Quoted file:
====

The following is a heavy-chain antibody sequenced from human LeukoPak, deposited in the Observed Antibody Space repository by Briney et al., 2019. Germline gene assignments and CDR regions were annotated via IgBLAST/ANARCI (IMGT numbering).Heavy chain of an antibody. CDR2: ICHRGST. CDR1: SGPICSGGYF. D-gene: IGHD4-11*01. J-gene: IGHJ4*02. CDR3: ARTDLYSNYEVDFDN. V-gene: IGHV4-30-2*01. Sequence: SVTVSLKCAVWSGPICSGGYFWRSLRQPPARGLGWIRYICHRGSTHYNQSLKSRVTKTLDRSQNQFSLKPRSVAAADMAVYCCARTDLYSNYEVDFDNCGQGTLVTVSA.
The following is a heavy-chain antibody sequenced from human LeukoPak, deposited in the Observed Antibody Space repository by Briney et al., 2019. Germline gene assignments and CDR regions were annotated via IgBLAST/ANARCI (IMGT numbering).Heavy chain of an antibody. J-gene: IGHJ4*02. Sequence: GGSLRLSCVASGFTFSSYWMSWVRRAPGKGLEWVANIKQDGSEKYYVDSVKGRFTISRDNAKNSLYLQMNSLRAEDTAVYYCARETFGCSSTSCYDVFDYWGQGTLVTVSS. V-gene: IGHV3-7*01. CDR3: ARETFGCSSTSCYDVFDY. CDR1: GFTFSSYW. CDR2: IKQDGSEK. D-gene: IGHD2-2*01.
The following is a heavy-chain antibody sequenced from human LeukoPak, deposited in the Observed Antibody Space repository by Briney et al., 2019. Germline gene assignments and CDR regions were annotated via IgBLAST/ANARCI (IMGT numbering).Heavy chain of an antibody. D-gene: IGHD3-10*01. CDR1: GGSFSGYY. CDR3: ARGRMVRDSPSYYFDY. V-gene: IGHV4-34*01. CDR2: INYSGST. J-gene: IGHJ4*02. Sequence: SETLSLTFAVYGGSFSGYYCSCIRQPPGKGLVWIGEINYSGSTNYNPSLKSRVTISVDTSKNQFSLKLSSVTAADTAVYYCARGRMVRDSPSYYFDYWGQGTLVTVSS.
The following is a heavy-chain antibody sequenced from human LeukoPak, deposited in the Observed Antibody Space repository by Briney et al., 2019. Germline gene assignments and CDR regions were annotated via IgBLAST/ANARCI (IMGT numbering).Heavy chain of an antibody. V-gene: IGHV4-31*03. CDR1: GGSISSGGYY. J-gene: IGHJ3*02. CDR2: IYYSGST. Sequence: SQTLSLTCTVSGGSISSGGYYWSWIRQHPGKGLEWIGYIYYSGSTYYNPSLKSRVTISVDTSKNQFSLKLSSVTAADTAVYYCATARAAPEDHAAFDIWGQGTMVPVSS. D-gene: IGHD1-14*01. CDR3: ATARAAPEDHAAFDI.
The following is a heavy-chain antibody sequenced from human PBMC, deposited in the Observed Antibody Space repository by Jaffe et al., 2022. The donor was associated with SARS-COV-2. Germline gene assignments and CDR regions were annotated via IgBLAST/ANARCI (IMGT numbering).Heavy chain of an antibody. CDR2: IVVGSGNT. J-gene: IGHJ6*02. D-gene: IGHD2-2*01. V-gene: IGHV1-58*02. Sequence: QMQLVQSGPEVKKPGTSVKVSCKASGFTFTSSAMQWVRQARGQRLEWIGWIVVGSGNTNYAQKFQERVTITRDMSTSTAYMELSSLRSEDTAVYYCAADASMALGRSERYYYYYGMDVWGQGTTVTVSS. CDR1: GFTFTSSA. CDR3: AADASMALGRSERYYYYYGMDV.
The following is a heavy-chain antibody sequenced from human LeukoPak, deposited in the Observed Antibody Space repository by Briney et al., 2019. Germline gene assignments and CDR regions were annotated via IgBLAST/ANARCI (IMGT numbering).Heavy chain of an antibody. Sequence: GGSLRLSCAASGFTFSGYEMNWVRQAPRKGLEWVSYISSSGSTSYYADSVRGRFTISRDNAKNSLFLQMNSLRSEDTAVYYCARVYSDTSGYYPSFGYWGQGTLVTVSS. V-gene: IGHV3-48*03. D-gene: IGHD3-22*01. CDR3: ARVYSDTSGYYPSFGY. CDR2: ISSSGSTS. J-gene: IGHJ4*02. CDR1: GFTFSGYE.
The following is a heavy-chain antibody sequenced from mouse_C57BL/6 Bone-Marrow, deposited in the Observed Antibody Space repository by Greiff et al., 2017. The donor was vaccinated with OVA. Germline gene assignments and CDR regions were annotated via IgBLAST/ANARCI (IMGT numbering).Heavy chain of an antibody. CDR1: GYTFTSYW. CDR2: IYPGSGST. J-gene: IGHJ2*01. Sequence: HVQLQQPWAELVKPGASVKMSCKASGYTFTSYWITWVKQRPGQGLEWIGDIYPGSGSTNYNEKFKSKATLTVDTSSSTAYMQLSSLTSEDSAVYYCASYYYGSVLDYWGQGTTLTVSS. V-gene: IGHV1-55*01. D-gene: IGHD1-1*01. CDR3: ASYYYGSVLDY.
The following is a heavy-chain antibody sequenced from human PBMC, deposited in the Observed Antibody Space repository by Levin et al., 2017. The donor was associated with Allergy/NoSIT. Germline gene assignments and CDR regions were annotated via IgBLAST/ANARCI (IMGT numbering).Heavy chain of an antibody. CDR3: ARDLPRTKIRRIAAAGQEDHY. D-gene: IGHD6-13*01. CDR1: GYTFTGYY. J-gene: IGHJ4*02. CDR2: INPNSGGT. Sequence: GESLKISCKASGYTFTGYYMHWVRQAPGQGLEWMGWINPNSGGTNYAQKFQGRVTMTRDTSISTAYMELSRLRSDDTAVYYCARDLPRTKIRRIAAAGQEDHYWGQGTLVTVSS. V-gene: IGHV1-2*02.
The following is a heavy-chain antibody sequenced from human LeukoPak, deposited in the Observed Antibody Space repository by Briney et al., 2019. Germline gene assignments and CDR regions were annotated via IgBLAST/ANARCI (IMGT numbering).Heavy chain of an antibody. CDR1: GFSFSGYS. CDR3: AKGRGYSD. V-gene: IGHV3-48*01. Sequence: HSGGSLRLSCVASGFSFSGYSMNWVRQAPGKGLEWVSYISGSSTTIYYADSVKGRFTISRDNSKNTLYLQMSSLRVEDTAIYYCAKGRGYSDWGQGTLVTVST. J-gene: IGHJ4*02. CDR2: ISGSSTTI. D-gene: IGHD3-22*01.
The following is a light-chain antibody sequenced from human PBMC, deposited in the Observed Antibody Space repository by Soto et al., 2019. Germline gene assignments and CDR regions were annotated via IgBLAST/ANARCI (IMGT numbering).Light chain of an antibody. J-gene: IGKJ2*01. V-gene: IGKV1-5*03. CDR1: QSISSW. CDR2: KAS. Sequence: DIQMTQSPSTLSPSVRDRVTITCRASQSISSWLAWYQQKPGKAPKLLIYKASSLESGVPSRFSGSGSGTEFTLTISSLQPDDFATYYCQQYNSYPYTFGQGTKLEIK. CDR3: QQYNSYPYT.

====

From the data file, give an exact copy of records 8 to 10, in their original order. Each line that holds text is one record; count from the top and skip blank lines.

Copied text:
The following is a heavy-chain antibody sequenced from human PBMC, deposited in the Observed Antibody Space repository by Levin et al., 2017. The donor was associated with Allergy/NoSIT. Germline gene assignments and CDR regions were annotated via IgBLAST/ANARCI (IMGT numbering).Heavy chain of an antibody. CDR3: ARDLPRTKIRRIAAAGQEDHY. D-gene: IGHD6-13*01. CDR1: GYTFTGYY. J-gene: IGHJ4*02. CDR2: INPNSGGT. Sequence: GESLKISCKASGYTFTGYYMHWVRQAPGQGLEWMGWINPNSGGTNYAQKFQGRVTMTRDTSISTAYMELSRLRSDDTAVYYCARDLPRTKIRRIAAAGQEDHYWGQGTLVTVSS. V-gene: IGHV1-2*02.
The following is a heavy-chain antibody sequenced from human LeukoPak, deposited in the Observed Antibody Space repository by Briney et al., 2019. Germline gene assignments and CDR regions were annotated via IgBLAST/ANARCI (IMGT numbering).Heavy chain of an antibody. CDR1: GFSFSGYS. CDR3: AKGRGYSD. V-gene: IGHV3-48*01. Sequence: HSGGSLRLSCVASGFSFSGYSMNWVRQAPGKGLEWVSYISGSSTTIYYADSVKGRFTISRDNSKNTLYLQMSSLRVEDTAIYYCAKGRGYSDWGQGTLVTVST. J-gene: IGHJ4*02. CDR2: ISGSSTTI. D-gene: IGHD3-22*01.
The following is a light-chain antibody sequenced from human PBMC, deposited in the Observed Antibody Space repository by Soto et al., 2019. Germline gene assignments and CDR regions were annotated via IgBLAST/ANARCI (IMGT numbering).Light chain of an antibody. J-gene: IGKJ2*01. V-gene: IGKV1-5*03. CDR1: QSISSW. CDR2: KAS. Sequence: DIQMTQSPSTLSPSVRDRVTITCRASQSISSWLAWYQQKPGKAPKLLIYKASSLESGVPSRFSGSGSGTEFTLTISSLQPDDFATYYCQQYNSYPYTFGQGTKLEIK. CDR3: QQYNSYPYT.